The results of a study performed in the UK by University of Cambridge researchers entitled Security Analysis of Android Factory Resets, however, now show that emails, text messages, Google access tokens and other sensitive data can be recovered from Android phones even after a Factory data reset is performed...even when users have turned on full-disk encryption.
Cambridge researchers Laurent Simon and Ross Anderson performed their study on 21 used Android smartphones, all purchased on eBay between January and May 2014. The phones — running versions of the operating system ranging from 2.3.x (Gingerbread) to 4.3 (Jelly Bean) — were manufactured by the likes of Samsung, HTC, LG Electronics, Motorola, and Google.
All of the phones tested preserved at least fragments of previous-owner data previously believed to be obliterated, including not only native phone app information (contacts, photos and videos, SMS), but also data tied to such third-party apps as Facebook and WhatsApp. In fact, in 80 percent of the phones tested the researchers were able to recover the Google master token, with which a device can be re-synchronized to the Google account of its previous owner. Thus, the supposedly-wiped phones were able to offer access to a bevy of data previously backed up to that Google account, including emails in Gmail, contacts, Wi-Fi passwords, Google Calendar details, and Internet browsing records. And if that isn't chilling enough, as an experiment the researchers attempted with success to restore the credential file from a reset phone.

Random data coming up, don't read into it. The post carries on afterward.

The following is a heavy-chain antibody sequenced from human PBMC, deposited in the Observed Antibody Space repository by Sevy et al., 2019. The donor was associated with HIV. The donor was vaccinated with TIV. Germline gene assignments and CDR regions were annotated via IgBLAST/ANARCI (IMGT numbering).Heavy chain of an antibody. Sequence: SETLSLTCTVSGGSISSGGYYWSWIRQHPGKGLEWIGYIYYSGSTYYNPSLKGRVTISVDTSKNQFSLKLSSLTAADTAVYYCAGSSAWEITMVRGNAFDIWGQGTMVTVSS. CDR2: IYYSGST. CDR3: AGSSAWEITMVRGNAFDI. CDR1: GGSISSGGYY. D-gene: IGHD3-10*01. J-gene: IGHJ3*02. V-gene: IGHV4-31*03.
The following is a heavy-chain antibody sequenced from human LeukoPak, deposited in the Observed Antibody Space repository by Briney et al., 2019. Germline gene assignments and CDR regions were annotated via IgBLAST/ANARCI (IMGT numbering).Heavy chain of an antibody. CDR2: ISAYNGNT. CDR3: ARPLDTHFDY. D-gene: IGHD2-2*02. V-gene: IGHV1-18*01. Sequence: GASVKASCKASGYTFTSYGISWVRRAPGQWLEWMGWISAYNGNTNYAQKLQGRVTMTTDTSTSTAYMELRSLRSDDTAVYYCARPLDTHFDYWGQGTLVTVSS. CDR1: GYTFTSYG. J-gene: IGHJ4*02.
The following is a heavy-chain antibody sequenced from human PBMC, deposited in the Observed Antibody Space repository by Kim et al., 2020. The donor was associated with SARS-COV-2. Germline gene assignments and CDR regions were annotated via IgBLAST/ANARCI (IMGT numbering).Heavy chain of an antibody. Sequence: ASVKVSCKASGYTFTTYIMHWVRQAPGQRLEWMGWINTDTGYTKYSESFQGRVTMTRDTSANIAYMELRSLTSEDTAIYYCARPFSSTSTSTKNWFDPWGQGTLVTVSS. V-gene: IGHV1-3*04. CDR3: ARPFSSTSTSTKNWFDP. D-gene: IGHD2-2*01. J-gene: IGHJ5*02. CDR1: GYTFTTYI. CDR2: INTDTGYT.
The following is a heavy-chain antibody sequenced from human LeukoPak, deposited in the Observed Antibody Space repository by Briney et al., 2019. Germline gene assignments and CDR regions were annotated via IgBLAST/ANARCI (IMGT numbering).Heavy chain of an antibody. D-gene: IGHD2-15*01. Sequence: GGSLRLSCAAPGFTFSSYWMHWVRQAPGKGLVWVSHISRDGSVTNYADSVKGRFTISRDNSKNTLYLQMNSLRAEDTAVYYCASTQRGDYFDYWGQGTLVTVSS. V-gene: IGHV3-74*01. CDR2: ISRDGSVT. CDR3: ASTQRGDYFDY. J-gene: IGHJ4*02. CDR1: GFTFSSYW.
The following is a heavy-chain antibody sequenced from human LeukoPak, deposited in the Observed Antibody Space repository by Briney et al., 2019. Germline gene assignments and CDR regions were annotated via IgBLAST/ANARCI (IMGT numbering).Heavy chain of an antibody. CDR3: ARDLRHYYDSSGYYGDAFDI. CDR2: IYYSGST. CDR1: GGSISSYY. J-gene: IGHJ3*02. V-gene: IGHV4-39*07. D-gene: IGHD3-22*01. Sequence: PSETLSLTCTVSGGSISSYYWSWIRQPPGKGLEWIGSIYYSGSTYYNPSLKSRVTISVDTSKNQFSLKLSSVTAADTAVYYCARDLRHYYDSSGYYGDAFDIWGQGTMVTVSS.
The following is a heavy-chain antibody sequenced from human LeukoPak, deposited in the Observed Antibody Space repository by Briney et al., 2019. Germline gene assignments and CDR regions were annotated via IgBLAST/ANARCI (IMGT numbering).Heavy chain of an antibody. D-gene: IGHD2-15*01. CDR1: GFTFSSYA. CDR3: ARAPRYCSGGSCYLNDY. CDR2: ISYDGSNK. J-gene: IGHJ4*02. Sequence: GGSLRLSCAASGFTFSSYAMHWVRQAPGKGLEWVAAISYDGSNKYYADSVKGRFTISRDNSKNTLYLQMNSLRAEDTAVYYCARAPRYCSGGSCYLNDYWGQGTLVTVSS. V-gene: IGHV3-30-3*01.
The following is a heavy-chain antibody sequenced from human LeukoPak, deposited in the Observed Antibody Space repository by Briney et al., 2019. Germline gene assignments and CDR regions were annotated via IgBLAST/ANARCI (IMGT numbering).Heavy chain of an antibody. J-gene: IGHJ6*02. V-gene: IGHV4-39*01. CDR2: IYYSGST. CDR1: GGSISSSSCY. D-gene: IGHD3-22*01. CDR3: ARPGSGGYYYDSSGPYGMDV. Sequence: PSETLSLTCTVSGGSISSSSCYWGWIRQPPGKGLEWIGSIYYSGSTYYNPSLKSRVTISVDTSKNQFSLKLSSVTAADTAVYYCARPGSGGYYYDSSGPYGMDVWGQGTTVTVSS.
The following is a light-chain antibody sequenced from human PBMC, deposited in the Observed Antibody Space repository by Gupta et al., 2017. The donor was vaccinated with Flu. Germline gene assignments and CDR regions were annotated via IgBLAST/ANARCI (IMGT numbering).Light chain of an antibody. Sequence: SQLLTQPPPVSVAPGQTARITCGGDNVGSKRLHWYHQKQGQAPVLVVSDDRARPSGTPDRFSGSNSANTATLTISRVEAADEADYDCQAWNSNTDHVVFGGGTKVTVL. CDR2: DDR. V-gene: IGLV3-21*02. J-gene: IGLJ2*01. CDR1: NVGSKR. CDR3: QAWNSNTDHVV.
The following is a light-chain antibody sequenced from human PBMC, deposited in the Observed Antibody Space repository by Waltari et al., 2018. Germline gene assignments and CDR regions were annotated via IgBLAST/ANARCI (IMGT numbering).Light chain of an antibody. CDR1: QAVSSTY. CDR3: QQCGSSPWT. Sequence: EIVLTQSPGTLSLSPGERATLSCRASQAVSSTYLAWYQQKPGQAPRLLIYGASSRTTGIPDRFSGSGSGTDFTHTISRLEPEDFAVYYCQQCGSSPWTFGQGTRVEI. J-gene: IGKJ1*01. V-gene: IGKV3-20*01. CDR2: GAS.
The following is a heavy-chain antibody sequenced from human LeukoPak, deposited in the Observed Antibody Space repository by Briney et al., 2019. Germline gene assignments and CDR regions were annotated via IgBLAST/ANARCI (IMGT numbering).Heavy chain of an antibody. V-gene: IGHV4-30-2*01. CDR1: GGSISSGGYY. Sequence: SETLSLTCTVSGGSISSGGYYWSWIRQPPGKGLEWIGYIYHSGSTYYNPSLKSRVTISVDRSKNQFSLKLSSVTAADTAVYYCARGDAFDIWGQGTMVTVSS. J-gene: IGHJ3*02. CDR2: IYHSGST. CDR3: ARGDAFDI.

"After the reboot, the phone successfully re-synchronized contacts, emails, and so on.", the researchers reported, going on to say, "We recovered Google tokens in all devices with flawed Factory Reset, and the master token 80% of the time. Tokens for other apps such as Facebook can be recovered similarly. We stress that we have never attempted to use those tokens to access anyone's account."
In broad terms, what this means is that an estimated 630 million Android phones are potential gateways to personal data attack.
One aspect of the findings of the Cambridge study that is especially sobering is that in many cases the data of susceptible Android phones can be recovered and accessed even in the event that the previous owner protected the phone with full-disk encryption (this because the decryption key is not erased during a Factory data reset).
At this point, avid HotHardware readers wielding Android phones are no doubt hoping to read of an easy alternate to Android's Factory reset function, as suggested by the researchers or interested other parties. Or perhaps there is an app that can be installed on the phone that can do the job that Android cannot? Unfortunately, such hopes are not in the offing at this time.
In the case of newer Android phones that offer full-disk encryption users can turn it on and configure a randomly-generated password of eleven or more characters, however, the practicality of such a solution dissolves in the face of the frequency with which smartphone passwords are input and the potential frustrations inherent in entering such passwords using tiny virtual keyboards.
At this time, sad to say, the results of the Cambridge study offer a significant problem without a workable solution.